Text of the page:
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Super 14 final an African affair

Bulls’ captain Victor Matfield said the Super 14 final in which his team beat the

Stormers 25-17 at Orlando Stadium on Saturday was “an awesome day for our country”.


Matfield hailed the atmosphere at the stadium in South Africa’s biggest black township after the Bulls won the southern hemisphere championship for a third time in four years.

“It was a special day that everybody here will remember for a long time.”

Rugby union, long regarded as a white-dominated sport, went to the township because the Bulls’ home ground, Loftus Versfeld in Pretoria, is being prepared for the World Cup which starts on June 11.

The move was widely hailed as a huge success, with white fans joining black Sowetans in township taverns, while the sound of vuvuzelas, the plastic trumpet commonly used by football supporters, made it difficult, according to Matfield, “to hear the lineout calls”.

“South Africa should be very proud,” said Sports Minister Makhenkesi Stofile.

“It was like all of South Africa coming together to enjoy themselves and the game of rugby. South Africa will never be the same again.”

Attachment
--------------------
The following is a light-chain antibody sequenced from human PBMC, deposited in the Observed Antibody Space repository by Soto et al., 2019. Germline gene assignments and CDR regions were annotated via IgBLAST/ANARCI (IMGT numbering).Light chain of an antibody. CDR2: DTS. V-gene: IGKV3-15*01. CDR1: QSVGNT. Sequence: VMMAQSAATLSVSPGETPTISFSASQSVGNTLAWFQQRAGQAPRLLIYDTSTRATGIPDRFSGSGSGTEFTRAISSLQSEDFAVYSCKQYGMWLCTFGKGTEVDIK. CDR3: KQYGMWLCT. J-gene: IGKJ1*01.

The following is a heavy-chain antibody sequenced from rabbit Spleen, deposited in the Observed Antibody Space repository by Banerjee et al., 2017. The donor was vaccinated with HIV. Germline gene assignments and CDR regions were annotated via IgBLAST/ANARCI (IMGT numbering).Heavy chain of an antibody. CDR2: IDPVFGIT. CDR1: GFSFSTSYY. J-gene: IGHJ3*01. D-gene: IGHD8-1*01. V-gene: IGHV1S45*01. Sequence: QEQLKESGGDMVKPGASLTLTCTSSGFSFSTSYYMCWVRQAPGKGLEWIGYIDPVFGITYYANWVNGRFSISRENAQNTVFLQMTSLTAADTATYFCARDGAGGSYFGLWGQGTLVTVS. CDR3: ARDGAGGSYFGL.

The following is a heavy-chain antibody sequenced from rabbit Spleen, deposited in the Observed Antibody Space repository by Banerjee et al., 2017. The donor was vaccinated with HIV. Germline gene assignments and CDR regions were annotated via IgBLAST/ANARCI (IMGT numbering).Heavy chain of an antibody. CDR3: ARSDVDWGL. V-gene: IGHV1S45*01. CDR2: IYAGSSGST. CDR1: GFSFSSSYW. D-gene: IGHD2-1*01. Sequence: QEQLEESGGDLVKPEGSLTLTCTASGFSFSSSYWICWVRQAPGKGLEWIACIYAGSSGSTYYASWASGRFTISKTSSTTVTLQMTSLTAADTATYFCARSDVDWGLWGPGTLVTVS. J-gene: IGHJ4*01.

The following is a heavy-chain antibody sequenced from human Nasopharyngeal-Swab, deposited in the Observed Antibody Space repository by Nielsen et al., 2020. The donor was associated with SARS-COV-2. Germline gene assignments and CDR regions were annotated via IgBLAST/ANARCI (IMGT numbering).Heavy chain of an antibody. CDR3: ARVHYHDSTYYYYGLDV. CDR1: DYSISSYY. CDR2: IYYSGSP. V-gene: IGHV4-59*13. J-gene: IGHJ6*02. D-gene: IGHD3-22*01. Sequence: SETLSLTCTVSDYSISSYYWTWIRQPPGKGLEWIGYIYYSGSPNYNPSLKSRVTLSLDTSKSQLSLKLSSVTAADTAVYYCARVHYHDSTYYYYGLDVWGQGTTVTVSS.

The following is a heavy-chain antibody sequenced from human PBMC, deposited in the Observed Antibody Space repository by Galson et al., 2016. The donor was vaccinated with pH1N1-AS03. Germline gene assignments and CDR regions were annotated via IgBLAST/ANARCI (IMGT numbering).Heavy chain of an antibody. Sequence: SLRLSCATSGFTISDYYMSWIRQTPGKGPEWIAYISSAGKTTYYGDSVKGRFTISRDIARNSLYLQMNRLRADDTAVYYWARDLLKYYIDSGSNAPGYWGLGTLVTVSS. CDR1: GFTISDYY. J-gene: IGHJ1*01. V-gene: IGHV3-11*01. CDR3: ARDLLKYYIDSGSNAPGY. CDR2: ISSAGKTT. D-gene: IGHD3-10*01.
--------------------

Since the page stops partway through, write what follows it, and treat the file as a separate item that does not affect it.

Stofile said the last Super 14 final – Melbourne Rebels will be added next year in a new format – reminded him of the unifying effect of the 1995 Rugby World Cup final when South Africans of all

races cheered the Springboks to victory against the New Zealand All Blacks.

“Sport in this country is playing a major role,” he said.

Matfield said his team’s strong start, where they took a 16-0 lead after 25 minutes, had been crucial.

“Everyone was focused and they came out firing,” he said.

Stormers captain Schalk Burger agreed with Matfield’s assessment.

“It was disappointing to give them such a head start,” he said.

“We knew they were going to come out and blitz us. They did that and all credit to them. They’re a champion side.”

Burger said his team had struggled at the breakdowns and appeared to criticise referee Craig Joubert when he said, “the Bulls and us were playing two different sets of breakdown rules today”.

Bulls coach Frans Ludeke said tradition was an important factor for the Bulls, who walloped the Chiefs 61-17 in the final at Loftus last year.

“There is a long legacy of pride in playing for the Bulls. The jersey means something to the players.”

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